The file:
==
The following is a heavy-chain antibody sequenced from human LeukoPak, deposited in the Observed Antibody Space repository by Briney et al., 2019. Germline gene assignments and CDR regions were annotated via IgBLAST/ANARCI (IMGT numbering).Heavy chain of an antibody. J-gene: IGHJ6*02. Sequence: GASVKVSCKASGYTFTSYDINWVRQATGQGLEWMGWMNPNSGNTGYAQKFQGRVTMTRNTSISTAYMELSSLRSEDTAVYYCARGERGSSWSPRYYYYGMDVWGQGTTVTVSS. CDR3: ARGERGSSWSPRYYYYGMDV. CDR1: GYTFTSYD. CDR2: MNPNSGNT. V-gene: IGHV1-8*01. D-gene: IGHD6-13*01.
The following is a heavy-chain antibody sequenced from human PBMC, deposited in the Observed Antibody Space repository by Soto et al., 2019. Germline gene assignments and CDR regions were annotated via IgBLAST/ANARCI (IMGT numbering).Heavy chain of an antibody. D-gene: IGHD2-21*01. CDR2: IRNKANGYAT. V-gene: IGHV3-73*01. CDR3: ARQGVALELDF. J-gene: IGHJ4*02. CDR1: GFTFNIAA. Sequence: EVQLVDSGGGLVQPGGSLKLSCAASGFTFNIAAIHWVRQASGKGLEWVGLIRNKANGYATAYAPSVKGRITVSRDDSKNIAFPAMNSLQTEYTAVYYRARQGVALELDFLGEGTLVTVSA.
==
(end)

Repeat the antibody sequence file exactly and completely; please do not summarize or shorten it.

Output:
The following is a heavy-chain antibody sequenced from human LeukoPak, deposited in the Observed Antibody Space repository by Briney et al., 2019. Germline gene assignments and CDR regions were annotated via IgBLAST/ANARCI (IMGT numbering).Heavy chain of an antibody. J-gene: IGHJ6*02. Sequence: GASVKVSCKASGYTFTSYDINWVRQATGQGLEWMGWMNPNSGNTGYAQKFQGRVTMTRNTSISTAYMELSSLRSEDTAVYYCARGERGSSWSPRYYYYGMDVWGQGTTVTVSS. CDR3: ARGERGSSWSPRYYYYGMDV. CDR1: GYTFTSYD. CDR2: MNPNSGNT. V-gene: IGHV1-8*01. D-gene: IGHD6-13*01.
The following is a heavy-chain antibody sequenced from human PBMC, deposited in the Observed Antibody Space repository by Soto et al., 2019. Germline gene assignments and CDR regions were annotated via IgBLAST/ANARCI (IMGT numbering).Heavy chain of an antibody. D-gene: IGHD2-21*01. CDR2: IRNKANGYAT. V-gene: IGHV3-73*01. CDR3: ARQGVALELDF. J-gene: IGHJ4*02. CDR1: GFTFNIAA. Sequence: EVQLVDSGGGLVQPGGSLKLSCAASGFTFNIAAIHWVRQASGKGLEWVGLIRNKANGYATAYAPSVKGRITVSRDDSKNIAFPAMNSLQTEYTAVYYRARQGVALELDFLGEGTLVTVSA.